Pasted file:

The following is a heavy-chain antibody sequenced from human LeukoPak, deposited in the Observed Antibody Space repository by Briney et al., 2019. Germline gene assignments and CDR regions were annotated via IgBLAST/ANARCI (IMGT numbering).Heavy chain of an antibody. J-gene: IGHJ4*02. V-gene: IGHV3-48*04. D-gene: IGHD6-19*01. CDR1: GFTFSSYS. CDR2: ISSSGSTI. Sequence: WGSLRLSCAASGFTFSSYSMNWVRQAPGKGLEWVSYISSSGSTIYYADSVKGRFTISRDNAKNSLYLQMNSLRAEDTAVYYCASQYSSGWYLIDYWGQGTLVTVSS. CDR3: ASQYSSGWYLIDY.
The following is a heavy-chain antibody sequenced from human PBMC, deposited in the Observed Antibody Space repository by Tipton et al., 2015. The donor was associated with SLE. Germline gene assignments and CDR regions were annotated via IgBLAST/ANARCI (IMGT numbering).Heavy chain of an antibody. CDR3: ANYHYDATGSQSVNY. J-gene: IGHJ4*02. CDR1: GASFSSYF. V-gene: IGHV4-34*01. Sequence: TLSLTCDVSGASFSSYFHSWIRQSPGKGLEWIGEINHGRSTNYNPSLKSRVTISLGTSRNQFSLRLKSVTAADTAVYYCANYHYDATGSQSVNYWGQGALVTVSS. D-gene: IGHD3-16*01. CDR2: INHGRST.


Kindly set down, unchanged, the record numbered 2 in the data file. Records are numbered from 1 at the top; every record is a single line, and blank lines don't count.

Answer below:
The following is a heavy-chain antibody sequenced from human PBMC, deposited in the Observed Antibody Space repository by Tipton et al., 2015. The donor was associated with SLE. Germline gene assignments and CDR regions were annotated via IgBLAST/ANARCI (IMGT numbering).Heavy chain of an antibody. CDR3: ANYHYDATGSQSVNY. J-gene: IGHJ4*02. CDR1: GASFSSYF. V-gene: IGHV4-34*01. Sequence: TLSLTCDVSGASFSSYFHSWIRQSPGKGLEWIGEINHGRSTNYNPSLKSRVTISLGTSRNQFSLRLKSVTAADTAVYYCANYHYDATGSQSVNYWGQGALVTVSS. D-gene: IGHD3-16*01. CDR2: INHGRST.